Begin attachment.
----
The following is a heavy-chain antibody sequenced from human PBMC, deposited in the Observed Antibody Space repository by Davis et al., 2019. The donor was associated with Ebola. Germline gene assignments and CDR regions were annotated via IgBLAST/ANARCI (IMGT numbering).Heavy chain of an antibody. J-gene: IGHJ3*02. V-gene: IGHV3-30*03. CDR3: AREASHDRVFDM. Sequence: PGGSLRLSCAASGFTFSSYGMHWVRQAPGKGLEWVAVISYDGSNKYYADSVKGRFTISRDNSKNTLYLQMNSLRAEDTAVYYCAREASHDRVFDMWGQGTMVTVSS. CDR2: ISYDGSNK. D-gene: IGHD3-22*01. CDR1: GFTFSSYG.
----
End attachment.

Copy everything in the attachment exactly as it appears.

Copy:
The following is a heavy-chain antibody sequenced from human PBMC, deposited in the Observed Antibody Space repository by Davis et al., 2019. The donor was associated with Ebola. Germline gene assignments and CDR regions were annotated via IgBLAST/ANARCI (IMGT numbering).Heavy chain of an antibody. J-gene: IGHJ3*02. V-gene: IGHV3-30*03. CDR3: AREASHDRVFDM. Sequence: PGGSLRLSCAASGFTFSSYGMHWVRQAPGKGLEWVAVISYDGSNKYYADSVKGRFTISRDNSKNTLYLQMNSLRAEDTAVYYCAREASHDRVFDMWGQGTMVTVSS. CDR2: ISYDGSNK. D-gene: IGHD3-22*01. CDR1: GFTFSSYG.